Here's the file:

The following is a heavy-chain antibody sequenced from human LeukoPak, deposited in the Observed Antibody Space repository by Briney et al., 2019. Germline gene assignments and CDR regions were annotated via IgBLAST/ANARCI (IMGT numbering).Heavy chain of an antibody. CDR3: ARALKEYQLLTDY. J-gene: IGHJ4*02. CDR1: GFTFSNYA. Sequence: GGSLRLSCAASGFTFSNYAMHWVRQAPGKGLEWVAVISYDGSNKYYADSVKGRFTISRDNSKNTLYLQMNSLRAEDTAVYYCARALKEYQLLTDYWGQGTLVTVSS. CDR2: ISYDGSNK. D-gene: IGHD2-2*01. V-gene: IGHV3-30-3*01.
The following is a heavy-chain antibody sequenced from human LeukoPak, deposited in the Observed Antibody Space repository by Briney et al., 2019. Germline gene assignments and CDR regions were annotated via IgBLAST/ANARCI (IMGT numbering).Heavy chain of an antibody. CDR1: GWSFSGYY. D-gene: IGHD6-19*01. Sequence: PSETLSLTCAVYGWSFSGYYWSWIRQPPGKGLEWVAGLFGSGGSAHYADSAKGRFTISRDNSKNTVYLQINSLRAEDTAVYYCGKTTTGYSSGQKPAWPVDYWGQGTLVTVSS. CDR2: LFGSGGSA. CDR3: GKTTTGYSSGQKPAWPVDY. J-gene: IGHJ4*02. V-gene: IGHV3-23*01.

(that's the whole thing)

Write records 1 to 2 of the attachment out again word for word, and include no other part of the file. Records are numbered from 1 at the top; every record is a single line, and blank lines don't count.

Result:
The following is a heavy-chain antibody sequenced from human LeukoPak, deposited in the Observed Antibody Space repository by Briney et al., 2019. Germline gene assignments and CDR regions were annotated via IgBLAST/ANARCI (IMGT numbering).Heavy chain of an antibody. CDR3: ARALKEYQLLTDY. J-gene: IGHJ4*02. CDR1: GFTFSNYA. Sequence: GGSLRLSCAASGFTFSNYAMHWVRQAPGKGLEWVAVISYDGSNKYYADSVKGRFTISRDNSKNTLYLQMNSLRAEDTAVYYCARALKEYQLLTDYWGQGTLVTVSS. CDR2: ISYDGSNK. D-gene: IGHD2-2*01. V-gene: IGHV3-30-3*01.
The following is a heavy-chain antibody sequenced from human LeukoPak, deposited in the Observed Antibody Space repository by Briney et al., 2019. Germline gene assignments and CDR regions were annotated via IgBLAST/ANARCI (IMGT numbering).Heavy chain of an antibody. CDR1: GWSFSGYY. D-gene: IGHD6-19*01. Sequence: PSETLSLTCAVYGWSFSGYYWSWIRQPPGKGLEWVAGLFGSGGSAHYADSAKGRFTISRDNSKNTVYLQINSLRAEDTAVYYCGKTTTGYSSGQKPAWPVDYWGQGTLVTVSS. CDR2: LFGSGGSA. CDR3: GKTTTGYSSGQKPAWPVDY. J-gene: IGHJ4*02. V-gene: IGHV3-23*01.